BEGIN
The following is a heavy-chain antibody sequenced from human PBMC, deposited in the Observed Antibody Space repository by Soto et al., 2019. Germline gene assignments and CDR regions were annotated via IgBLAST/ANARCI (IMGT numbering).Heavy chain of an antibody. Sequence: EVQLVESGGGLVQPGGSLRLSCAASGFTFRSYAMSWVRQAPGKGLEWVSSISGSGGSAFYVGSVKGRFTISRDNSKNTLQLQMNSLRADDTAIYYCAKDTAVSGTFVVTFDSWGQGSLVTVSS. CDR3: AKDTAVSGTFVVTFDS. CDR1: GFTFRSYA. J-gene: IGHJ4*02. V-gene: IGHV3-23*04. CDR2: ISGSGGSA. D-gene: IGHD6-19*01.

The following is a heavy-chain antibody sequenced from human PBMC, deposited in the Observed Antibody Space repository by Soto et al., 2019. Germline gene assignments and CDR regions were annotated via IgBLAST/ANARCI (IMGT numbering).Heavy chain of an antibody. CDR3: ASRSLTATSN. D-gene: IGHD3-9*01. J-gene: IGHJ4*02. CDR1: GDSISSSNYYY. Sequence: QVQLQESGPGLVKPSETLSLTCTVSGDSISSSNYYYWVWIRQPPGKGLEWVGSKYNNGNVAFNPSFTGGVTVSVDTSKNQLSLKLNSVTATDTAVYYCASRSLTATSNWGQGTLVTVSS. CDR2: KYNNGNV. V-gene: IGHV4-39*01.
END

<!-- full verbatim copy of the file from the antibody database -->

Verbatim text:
The following is a heavy-chain antibody sequenced from human PBMC, deposited in the Observed Antibody Space repository by Soto et al., 2019. Germline gene assignments and CDR regions were annotated via IgBLAST/ANARCI (IMGT numbering).Heavy chain of an antibody. Sequence: EVQLVESGGGLVQPGGSLRLSCAASGFTFRSYAMSWVRQAPGKGLEWVSSISGSGGSAFYVGSVKGRFTISRDNSKNTLQLQMNSLRADDTAIYYCAKDTAVSGTFVVTFDSWGQGSLVTVSS. CDR3: AKDTAVSGTFVVTFDS. CDR1: GFTFRSYA. J-gene: IGHJ4*02. V-gene: IGHV3-23*04. CDR2: ISGSGGSA. D-gene: IGHD6-19*01.

The following is a heavy-chain antibody sequenced from human PBMC, deposited in the Observed Antibody Space repository by Soto et al., 2019. Germline gene assignments and CDR regions were annotated via IgBLAST/ANARCI (IMGT numbering).Heavy chain of an antibody. CDR3: ASRSLTATSN. D-gene: IGHD3-9*01. J-gene: IGHJ4*02. CDR1: GDSISSSNYYY. Sequence: QVQLQESGPGLVKPSETLSLTCTVSGDSISSSNYYYWVWIRQPPGKGLEWVGSKYNNGNVAFNPSFTGGVTVSVDTSKNQLSLKLNSVTATDTAVYYCASRSLTATSNWGQGTLVTVSS. CDR2: KYNNGNV. V-gene: IGHV4-39*01.